If that were the case, then the District would again have to respond along the lines I outlined in response to your earlier question. Since

here again it would be losing something in the neighborhood of $300 million to $400 million, it would have to forego $300 million or $400 million of revenue. It would have to either raise existing taxes or cut expenditures or some combination of the two.

Mr. FAUNTROY. I am almost afraid to ask about the last possibility. Suppose that the Congress said you will neither have the right to impose a commuter tax, nor have access to the Federal payment; what would you advise?

Dr. BRIMMER. That you close up shop. [Laughter.]

That would mean, then, you not only forego $300 million or $400 million of potential revenue from the imposition of the commuter income tax, but you also lose at least $425 million of current Federal payment and projected Federal payment. So that means you have at least three-quarters of a billion dollars, making up some thing like at least 30 percent of the total budget.

The jurisdiction would be faced with an excruciating choice: How do you cut 30 or 35 percent of programs, or how do you essentially increase other tax rates—because the base wouldn't increase very much-other tax rates by substantial proportions. So that the real tax burden in the District would have to rise to a ratio well beyond

a what you would expect to find in any other State. I would find that probably not a viable situation.

Mr. FAUNTROY. In other words, we would not want the reservation without the buffalo?

Dr. BRIMMER. Yes.

Mr. FAUNTROY. Dr. Brimmer, let me again thank you for your testimony. I am sincere in indicating that it is really like music to my ears, and I'm sure to the ears of many people in the District. I am really serious about your joining us when you hear that a vote is going to be taken on the House floor and on the Senate floor for statehood for the District of Columbia. It will be a tribute to your contribution to this effort. I was sincere about impossible dreams becoming living realities.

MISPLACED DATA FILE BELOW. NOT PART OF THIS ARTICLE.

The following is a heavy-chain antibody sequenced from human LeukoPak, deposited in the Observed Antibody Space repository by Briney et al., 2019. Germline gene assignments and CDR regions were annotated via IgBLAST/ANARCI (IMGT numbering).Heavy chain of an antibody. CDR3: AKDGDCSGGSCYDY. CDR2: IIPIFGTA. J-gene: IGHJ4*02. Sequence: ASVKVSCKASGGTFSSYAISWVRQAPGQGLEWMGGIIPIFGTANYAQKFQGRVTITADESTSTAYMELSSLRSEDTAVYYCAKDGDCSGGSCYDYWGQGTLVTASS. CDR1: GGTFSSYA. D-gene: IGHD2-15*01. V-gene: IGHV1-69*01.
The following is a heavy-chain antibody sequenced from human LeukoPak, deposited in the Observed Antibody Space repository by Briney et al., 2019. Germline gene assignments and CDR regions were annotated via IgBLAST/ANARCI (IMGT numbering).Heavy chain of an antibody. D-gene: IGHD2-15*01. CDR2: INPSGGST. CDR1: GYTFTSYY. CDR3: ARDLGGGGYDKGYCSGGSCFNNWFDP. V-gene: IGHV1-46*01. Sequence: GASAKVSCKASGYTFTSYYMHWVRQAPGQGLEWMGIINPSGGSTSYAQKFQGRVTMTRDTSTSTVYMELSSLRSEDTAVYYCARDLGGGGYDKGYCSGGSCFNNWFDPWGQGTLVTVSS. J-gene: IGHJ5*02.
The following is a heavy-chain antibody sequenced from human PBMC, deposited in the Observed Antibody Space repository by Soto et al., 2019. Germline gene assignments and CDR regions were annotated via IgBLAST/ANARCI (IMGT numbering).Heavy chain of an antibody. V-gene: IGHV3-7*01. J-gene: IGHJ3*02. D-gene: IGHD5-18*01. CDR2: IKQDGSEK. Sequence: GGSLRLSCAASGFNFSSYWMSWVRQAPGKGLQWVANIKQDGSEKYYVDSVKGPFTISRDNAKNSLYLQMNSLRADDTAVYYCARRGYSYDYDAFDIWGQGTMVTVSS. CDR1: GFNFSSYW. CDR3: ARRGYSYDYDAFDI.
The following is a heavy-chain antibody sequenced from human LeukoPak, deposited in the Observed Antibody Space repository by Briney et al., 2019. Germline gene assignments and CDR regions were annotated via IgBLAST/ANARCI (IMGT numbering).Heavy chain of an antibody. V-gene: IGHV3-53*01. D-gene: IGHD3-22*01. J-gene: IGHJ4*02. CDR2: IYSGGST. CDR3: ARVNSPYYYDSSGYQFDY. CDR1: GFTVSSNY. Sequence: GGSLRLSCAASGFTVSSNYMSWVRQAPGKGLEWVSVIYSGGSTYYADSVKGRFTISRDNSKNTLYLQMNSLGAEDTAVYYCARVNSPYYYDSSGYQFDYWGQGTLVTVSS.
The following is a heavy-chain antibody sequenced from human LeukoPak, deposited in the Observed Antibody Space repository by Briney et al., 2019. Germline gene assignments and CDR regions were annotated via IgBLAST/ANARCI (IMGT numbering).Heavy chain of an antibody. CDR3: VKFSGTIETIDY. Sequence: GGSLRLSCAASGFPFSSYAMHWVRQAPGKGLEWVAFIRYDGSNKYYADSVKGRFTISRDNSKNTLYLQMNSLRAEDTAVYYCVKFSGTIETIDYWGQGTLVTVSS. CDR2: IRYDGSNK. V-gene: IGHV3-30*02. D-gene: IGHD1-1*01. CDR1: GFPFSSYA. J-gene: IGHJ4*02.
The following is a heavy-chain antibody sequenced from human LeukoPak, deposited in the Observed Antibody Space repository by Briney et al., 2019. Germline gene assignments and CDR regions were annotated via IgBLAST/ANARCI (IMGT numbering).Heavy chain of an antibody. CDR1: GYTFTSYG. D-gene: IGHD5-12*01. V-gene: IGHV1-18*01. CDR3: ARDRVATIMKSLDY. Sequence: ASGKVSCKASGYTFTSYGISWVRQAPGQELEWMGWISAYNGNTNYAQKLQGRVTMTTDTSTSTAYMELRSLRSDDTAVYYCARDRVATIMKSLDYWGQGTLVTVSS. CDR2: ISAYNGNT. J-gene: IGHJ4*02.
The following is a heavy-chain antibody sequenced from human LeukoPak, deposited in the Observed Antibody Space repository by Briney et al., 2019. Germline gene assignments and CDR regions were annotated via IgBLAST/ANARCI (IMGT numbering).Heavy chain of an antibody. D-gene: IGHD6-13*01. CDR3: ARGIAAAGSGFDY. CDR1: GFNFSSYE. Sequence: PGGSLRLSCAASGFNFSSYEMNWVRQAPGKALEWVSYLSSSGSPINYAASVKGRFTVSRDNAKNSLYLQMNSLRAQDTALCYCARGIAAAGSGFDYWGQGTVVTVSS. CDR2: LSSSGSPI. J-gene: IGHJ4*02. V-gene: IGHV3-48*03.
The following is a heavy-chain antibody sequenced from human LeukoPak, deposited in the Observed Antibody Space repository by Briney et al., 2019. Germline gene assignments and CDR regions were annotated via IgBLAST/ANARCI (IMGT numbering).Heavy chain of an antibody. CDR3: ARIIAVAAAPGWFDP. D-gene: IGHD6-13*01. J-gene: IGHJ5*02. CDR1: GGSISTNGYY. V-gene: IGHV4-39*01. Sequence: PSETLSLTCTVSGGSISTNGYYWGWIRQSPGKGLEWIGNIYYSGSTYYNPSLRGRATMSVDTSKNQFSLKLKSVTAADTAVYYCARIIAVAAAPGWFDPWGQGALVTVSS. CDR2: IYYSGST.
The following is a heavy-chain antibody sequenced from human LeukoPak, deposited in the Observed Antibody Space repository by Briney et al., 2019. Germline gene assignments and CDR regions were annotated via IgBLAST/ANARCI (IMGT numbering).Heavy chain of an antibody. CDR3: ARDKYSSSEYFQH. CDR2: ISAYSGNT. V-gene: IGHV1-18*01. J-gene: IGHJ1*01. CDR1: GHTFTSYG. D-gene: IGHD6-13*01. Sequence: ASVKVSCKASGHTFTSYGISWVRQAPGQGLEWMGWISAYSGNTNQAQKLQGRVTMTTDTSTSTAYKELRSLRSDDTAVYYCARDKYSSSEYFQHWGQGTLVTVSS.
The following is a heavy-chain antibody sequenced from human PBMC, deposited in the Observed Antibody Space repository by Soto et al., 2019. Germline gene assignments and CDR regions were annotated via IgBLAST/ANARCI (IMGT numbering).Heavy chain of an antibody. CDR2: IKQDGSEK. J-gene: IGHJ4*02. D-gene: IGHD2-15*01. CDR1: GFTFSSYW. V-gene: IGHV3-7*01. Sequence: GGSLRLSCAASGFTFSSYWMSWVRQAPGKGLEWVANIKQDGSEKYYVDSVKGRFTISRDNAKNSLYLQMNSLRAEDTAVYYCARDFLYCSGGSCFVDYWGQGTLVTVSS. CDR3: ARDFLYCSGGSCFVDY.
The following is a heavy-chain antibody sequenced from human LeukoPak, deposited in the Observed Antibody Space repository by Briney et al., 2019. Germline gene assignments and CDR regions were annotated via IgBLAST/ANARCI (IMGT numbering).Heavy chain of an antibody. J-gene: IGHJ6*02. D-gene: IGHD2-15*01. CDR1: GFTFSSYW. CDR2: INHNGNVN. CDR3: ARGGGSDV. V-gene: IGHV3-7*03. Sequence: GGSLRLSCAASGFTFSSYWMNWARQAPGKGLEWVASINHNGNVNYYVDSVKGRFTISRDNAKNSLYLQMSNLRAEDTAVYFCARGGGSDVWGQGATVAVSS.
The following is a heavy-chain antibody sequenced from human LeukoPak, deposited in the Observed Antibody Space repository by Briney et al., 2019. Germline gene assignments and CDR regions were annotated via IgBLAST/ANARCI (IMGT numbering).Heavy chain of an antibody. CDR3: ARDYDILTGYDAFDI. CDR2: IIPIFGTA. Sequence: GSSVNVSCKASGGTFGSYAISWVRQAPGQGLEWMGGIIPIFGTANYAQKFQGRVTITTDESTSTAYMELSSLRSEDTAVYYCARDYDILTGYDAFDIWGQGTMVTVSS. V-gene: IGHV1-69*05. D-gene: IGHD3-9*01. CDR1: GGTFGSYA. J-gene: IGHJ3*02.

Dr. BRIMMER. Very good.

Mr. FAUNTROY. They told us 25 years ago that we were dreaming when we said the "For Whites Only' signs would come down. But I lived to sit in the East Room of the White House on July 2, 1964, when Lyndon Johnson signed a piece of paper that said take them down. I recall my first sitting down at this desk-I was way over on the end. They said you're dreaming if you think that John L. McMillen and this committee are going to vote home rule for the District of Columbia. They said you're dreaming. But you know one thing? I lived until October 10, 1972, when Mr. McMillen heard the word that Johnny Mack is not coming back to this seat.

I lived to hear them say you're dreaming if you think that this Nation cares anything about South Africa, going up there on Thanksgiving eve at the South African Embassy and getting arrested, 2 hours before prime time, on an evening when ABC, NBC, CBS, UPI, and API had nothing to report but turkeys. You're dreaming, they said, if you think you're going to influence that.

But don't you know, yesterday, Dr. Brimmer, there were conserv. ative members of the Republican Party standing up on the floor of the House, saying I love my President, but he is wrong. And don't you know what is going to happen next Thursday? I can't wait, Dr. Brimmer, until I look up in the gallery and see you all on that day. Thank you for your contribution

to this effort. Dr. BRIMMER. Thank you, Mr. Chairman. [The report submitted by Brimmer & Co. may be found on P. 575.)

Mr. FAUNTROY. May I call another "long distance runner" in the struggle for full self-determination for the District of Columbia, Attorney Matthew Watson. He is a practicing attorney in the District of Columbia and presently serves as general legal counsel to corpo rations and nonprofit organizations.

Attorney Watson was appointed auditor for the District of Co lumbia in the maiden voyage of this community on limited self-de termination. He served from 1975 to 1981. He also served as the